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Old September 30 2012, 12:54 AM   #10
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Re: life-extension technology in Star Trek (or lack thereof)

I've always thought that the lack of anti-senescence technology (which is very common in modern sci-fi) in star Trek to be pretty anachronistic too. People in the 23rd and 24th centuries should be regularly living for 200 to 300 years *at least* - and looking pretty young through most of that! Same for the lack of bio-cybernetics, and the rarity of AI. And the lack of gengineering as well - though at least there is an explanation for that.

ETA: Even simple things like cryogenically freezing terminal patients until they can be worked on later, are missing from Trek. And I don't necessarily mean for long periods...but people who die suddenly, when maybe the resources of a starbase or just the doctor having more time to develop a treatment. It's like death is not only considered natural in Trek...but something not worth fighting against too hard.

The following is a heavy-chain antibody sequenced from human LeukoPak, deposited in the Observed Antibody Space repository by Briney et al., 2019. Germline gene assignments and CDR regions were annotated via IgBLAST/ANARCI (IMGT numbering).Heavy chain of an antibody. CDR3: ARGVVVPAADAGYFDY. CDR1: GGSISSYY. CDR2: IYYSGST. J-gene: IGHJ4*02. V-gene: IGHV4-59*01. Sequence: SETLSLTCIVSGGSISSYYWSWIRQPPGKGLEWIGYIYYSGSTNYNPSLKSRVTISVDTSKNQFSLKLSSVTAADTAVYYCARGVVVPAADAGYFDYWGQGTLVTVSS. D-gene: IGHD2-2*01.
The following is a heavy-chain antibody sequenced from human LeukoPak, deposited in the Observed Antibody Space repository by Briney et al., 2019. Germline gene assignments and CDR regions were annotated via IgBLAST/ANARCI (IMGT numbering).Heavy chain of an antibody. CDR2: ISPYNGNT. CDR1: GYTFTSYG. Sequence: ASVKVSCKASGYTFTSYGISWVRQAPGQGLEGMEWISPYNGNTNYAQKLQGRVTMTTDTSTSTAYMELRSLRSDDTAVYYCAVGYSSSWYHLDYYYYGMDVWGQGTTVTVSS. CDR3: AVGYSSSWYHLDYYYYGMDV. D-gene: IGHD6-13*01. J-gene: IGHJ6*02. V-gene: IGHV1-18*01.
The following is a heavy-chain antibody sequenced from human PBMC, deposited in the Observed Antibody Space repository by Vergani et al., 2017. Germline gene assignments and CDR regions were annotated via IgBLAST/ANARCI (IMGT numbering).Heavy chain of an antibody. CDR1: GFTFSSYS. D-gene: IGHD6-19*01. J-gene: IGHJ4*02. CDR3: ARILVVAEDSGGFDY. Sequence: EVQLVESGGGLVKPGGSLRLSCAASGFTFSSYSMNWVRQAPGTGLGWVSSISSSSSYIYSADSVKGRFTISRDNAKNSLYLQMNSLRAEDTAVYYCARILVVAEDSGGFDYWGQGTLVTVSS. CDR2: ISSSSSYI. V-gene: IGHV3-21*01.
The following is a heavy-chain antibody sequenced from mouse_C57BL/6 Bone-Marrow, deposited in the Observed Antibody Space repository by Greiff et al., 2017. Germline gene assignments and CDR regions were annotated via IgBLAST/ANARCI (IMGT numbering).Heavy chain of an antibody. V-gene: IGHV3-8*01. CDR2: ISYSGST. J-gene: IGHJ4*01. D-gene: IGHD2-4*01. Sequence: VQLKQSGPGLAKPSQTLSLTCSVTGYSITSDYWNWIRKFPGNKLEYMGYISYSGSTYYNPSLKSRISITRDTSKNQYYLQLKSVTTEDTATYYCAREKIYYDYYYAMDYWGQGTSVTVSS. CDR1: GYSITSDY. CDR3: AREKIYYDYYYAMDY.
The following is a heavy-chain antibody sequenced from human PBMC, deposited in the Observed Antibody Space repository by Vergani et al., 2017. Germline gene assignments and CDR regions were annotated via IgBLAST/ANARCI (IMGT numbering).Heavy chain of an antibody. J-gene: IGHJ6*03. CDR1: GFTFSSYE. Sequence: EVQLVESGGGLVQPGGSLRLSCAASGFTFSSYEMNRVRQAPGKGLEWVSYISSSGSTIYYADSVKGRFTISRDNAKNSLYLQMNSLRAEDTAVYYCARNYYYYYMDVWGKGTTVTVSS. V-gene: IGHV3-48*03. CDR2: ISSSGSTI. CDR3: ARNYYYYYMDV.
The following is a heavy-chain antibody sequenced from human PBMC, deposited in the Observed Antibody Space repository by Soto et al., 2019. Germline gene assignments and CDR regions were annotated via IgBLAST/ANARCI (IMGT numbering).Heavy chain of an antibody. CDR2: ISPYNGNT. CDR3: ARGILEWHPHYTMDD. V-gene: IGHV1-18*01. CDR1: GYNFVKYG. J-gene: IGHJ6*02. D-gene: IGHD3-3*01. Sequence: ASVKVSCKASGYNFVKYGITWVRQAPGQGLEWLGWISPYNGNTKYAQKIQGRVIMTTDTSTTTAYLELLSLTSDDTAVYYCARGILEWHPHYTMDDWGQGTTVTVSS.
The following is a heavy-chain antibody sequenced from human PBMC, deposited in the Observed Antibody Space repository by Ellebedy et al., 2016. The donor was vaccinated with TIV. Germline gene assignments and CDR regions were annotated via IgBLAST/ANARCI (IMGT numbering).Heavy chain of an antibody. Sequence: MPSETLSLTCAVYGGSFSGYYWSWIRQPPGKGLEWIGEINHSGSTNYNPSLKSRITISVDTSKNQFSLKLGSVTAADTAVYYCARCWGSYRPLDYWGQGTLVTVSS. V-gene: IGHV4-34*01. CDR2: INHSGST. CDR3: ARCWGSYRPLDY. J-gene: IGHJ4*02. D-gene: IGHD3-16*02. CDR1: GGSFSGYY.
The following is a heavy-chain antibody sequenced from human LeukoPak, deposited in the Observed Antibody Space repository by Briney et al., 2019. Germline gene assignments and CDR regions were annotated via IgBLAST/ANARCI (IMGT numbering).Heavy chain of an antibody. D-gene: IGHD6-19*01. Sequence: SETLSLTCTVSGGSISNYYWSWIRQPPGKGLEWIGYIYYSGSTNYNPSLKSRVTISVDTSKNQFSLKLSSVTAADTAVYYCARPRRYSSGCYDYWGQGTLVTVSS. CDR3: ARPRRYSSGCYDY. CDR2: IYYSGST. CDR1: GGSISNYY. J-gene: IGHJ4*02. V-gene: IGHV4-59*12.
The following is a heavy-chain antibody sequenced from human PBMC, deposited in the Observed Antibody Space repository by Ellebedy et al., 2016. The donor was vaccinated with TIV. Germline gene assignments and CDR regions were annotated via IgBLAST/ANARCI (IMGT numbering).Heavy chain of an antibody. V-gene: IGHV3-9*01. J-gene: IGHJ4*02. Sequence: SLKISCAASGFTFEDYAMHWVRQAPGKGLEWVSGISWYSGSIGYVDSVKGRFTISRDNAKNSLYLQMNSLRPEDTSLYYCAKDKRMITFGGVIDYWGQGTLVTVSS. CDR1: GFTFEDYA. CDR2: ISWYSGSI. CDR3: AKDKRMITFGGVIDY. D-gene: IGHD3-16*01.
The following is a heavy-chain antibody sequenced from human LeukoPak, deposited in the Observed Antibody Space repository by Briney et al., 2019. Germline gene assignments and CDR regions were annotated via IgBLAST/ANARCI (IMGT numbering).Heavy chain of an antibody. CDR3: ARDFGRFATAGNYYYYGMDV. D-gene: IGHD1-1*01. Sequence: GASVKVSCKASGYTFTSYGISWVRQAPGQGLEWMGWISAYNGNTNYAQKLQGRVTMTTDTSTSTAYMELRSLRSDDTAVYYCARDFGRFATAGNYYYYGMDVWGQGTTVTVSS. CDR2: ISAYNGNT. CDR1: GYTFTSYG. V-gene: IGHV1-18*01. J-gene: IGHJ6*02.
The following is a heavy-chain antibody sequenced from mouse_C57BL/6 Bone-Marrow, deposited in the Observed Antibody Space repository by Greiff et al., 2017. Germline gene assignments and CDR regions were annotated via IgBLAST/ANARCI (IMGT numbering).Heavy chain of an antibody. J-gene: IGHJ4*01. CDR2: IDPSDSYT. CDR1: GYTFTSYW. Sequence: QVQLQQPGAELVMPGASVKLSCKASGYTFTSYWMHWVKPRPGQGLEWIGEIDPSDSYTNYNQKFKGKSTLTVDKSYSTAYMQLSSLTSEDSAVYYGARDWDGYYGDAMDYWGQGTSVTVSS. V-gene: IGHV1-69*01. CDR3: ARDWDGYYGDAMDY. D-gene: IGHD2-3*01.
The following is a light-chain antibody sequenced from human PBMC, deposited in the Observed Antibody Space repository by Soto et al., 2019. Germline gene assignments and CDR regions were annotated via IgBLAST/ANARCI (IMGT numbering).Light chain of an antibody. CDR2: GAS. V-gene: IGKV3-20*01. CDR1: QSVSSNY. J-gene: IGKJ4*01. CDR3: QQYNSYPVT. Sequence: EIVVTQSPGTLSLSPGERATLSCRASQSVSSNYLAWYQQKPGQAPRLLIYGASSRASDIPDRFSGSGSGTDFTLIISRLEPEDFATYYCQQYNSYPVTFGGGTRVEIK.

But with the tech level in Star Trek, the lack of any post-humans/trans-humans is a bit...backward. for all the magical technology that they DO have, In many other ways it like the Federation is a big...Luddite. Not just technologically, but socially too. Their society and institutions and values are very 20th century! People in the 24th century are really just people in the 20th/21st but with FTL spaceships and transporters. Where are the group marriages? gay marriages? Etc...? Gene Roddenberry tried to introduce a "futuristic" social sensibility in the TMP novelization and in early TNG episodes (Troi's comments about marriage to her mother, male creweman wearing skirts - not as a transgender thing necessarily, but just that fashions have changed in 300-400 years) but those were dropped, and by Voyager's time, Tom Paris and the rest pf the crew in the 24th century weren't all that different from Enterprise's crew in the 22nd century - or us here now in the 21st...

But I guess you have to consider the time Trek was created in - even TNG. But compared to people and institution and societies in modern written scifi - by authors like John Varley, Greg Egan, Ken McLeod, Iain M. Banks, just to name a few - Federation society seems pretty...stagnant and conservative.
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